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Unconscious reasons for procrastination

Short text about unconscious self-handicapping.
Cartoon brain is handicapped
© University of Groningen

So far we’ve been examining the role of thoughts on procrastination. But procrastination can also be caused by what we call ‘unconscious reasons’. One of these unconscious reasons is called self-handicapping. For some people it’s not a problem at all, for others it’s their biggest challenge.

What is self-handicapping?

Self-handicapping is an unconscious reason for procrastinating, because subconsciously you’re afraid of what will happen when you actually get down to work: You might think:

This course unit is hard, I don’t think I’m smart enough to do it. If I try really hard now and I still fail at the end of it, that’s proof that this isn’t really for me. But if I just start too late, if I fail I can say it’s because I haven’t tried hard enough, and it won’t affect my self-confidence.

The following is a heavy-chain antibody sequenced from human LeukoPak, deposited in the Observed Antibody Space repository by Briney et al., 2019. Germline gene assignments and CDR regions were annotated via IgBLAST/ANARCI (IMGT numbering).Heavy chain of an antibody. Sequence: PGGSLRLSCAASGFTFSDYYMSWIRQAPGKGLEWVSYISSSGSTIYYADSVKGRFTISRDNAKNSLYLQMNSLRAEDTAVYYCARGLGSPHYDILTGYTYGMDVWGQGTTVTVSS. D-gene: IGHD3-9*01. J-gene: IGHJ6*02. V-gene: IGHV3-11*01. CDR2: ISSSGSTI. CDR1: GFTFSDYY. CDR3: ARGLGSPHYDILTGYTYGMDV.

So, when self-handicapping, you give yourself a handicap by doing a half-hearted job or starting late on purpose.

It might be clear that thoughts such as the one above is not only a misconception, but also it illustrates a so called fixed mindset. (you can find more about mindsets in our article on motivation later this week)

How to stop self-handicapping?

You can only stop self-handicapping if you accept that you can’t (and don’t have to) do a perfect job. You have to accept the possibility that you might fail and not see that as a threat. Your self-confidence must be independent of your exam results. This will allow you to really go for it, even if you’re not sure you’re going to pass or do perfectly. If you can accept this uncertainty, you can stop self-handicapping. But if you find it hard to stop these thoughts all on your own, then a course about fear of failure can be useful to you!

Please share after reading this article:

Do you ever ‘self-handicap’? In what kind of situations?

© University of Groningen
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